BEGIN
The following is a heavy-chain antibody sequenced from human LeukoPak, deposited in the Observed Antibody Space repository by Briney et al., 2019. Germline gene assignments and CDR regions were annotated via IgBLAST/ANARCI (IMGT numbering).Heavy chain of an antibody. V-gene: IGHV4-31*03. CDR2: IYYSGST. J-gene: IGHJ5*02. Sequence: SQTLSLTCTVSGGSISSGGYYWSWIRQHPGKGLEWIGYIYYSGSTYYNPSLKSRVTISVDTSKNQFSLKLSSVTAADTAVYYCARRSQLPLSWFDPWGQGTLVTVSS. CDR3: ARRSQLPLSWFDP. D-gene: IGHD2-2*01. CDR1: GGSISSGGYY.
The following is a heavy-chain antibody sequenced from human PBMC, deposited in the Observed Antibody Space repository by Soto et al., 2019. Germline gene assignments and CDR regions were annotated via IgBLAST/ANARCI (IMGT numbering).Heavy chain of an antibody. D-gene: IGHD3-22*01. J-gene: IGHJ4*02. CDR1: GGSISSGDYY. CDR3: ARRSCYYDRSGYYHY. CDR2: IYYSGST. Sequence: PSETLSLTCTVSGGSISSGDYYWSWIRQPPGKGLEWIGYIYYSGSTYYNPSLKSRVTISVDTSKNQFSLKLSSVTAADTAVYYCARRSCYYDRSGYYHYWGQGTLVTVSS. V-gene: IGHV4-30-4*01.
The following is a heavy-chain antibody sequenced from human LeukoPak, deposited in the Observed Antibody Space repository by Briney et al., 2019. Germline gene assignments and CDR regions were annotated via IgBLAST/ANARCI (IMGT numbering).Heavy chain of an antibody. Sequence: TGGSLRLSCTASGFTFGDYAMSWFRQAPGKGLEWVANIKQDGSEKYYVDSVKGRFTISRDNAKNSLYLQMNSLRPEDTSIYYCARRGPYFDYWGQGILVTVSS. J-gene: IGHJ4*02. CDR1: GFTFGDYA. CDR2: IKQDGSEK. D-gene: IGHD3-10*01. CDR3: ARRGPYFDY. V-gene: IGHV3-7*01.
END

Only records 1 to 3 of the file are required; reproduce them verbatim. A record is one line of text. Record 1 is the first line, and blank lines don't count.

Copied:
The following is a heavy-chain antibody sequenced from human LeukoPak, deposited in the Observed Antibody Space repository by Briney et al., 2019. Germline gene assignments and CDR regions were annotated via IgBLAST/ANARCI (IMGT numbering).Heavy chain of an antibody. V-gene: IGHV4-31*03. CDR2: IYYSGST. J-gene: IGHJ5*02. Sequence: SQTLSLTCTVSGGSISSGGYYWSWIRQHPGKGLEWIGYIYYSGSTYYNPSLKSRVTISVDTSKNQFSLKLSSVTAADTAVYYCARRSQLPLSWFDPWGQGTLVTVSS. CDR3: ARRSQLPLSWFDP. D-gene: IGHD2-2*01. CDR1: GGSISSGGYY.
The following is a heavy-chain antibody sequenced from human PBMC, deposited in the Observed Antibody Space repository by Soto et al., 2019. Germline gene assignments and CDR regions were annotated via IgBLAST/ANARCI (IMGT numbering).Heavy chain of an antibody. D-gene: IGHD3-22*01. J-gene: IGHJ4*02. CDR1: GGSISSGDYY. CDR3: ARRSCYYDRSGYYHY. CDR2: IYYSGST. Sequence: PSETLSLTCTVSGGSISSGDYYWSWIRQPPGKGLEWIGYIYYSGSTYYNPSLKSRVTISVDTSKNQFSLKLSSVTAADTAVYYCARRSCYYDRSGYYHYWGQGTLVTVSS. V-gene: IGHV4-30-4*01.
The following is a heavy-chain antibody sequenced from human LeukoPak, deposited in the Observed Antibody Space repository by Briney et al., 2019. Germline gene assignments and CDR regions were annotated via IgBLAST/ANARCI (IMGT numbering).Heavy chain of an antibody. Sequence: TGGSLRLSCTASGFTFGDYAMSWFRQAPGKGLEWVANIKQDGSEKYYVDSVKGRFTISRDNAKNSLYLQMNSLRPEDTSIYYCARRGPYFDYWGQGILVTVSS. J-gene: IGHJ4*02. CDR1: GFTFGDYA. CDR2: IKQDGSEK. D-gene: IGHD3-10*01. CDR3: ARRGPYFDY. V-gene: IGHV3-7*01.